Should You Pay Off Your Mortgage Early and Invest the Money?

Should you pay off your mortgage early? It's hard to argue against the sense of freedom and accomplishment a homeowner feels when they make their last mortgage payment. A borrower on a 30-year loan can add $150 to their monthly payments on a $250,000 mortgage and slash the payoff time by four years. Doubling payments on the loan can cut the term to just over nine years. Or, they can pay it all off at once with savings and eliminate the debt entirely, re-directing the monthly payment into investments. So why not do it immediately?

Consequences When You Pay Off the Mortgage Early

To help make an informed decision, the homeowner needs to look at their precise financial standing, especially when it comes to good and bad debt. One quick determination should find that there's little advantage to paying off a mortgage if the consumer has substantial bad debt in the form of high interest credit card accounts. Unless homeowners can earn higher returns on investments, along with the risks associated with participating in an unsteady market, holding onto the mortgage may make better sense. Before making any moves to pay off a mortgage, homeowners should assess their savings, retirement income, current investments and other nest eggs.

The Pros of Paying off a Mortgage Early

It can be attractive to pay off early when a homeowner has funds stagnating in low interest money market accounts or CDs earning a paltry 2 percent. LendingTree's mortgage calculator can do the math in predicting the savings in paying off a mortgage ahead of schedule. Generally speaking, the higher the mortgage rate, the greater the advantages of paying it off early. Reasons to consider an early payoff include:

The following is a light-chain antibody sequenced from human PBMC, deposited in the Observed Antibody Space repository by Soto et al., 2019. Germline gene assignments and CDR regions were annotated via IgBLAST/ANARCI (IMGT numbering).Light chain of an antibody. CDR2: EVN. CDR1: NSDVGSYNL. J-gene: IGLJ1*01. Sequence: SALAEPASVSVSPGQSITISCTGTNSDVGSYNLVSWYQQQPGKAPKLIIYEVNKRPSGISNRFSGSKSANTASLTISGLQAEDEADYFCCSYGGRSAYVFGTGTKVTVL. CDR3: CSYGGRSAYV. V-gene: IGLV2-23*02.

Financial freedom. Homeowners without the monthly mortgage payments can invest the amounts they were paying in vacationing, paying medical expenses, or building education accounts for children or grandchildren. Another wise use of mortgage savings would be to purchase better disability or long-term health insurance to complement government retirement programs.

More money for retirement. Eliminating debt is one of the more secure ways of preparing for retirement. Paying off a mortgage early can dramatically increase the speed for earning the amount an individual needs to retire. LendingTree determined that by adding $175 monthly to a 401(k) account (instead of making a mortgage payment), based over a matching 50 percent contribution from an employer over the time of a 30-year mortgage, the homeowner could sock away $145,000.

The Negatives of Early Payoffs

Any attempt to reduce the amount a borrower is putting into a 401(k) to pay off a mortgage can be a critical mistake over the long haul. And the investment income from redirecting mortgage payments must substantiate risking the variability of the stock market. Here are some things to consider when evaluating an early payoff:

Harming liquidity. Consumer Reports advises heavily against paying off a mortgage early if it will leave you strapped for cash. Using available cash now to pay off a mortgage early can leave those without substantial savings vulnerable to emergency expenses.

Poor returns on investment. To make the most of a home mortgage rate if retired early, the income after taxes on invested index funds, for example, would have to be above the loan rate consistently over the term of the mortgage. However, the homeowner would have to invest prudently without impinging on the levels of savings and retirement accounts. Too often, the advantage is too small to consider.

Before making any decisions on paying off a mortgage, homeowners should check with their tax advisors or accountants to really work the numbers.

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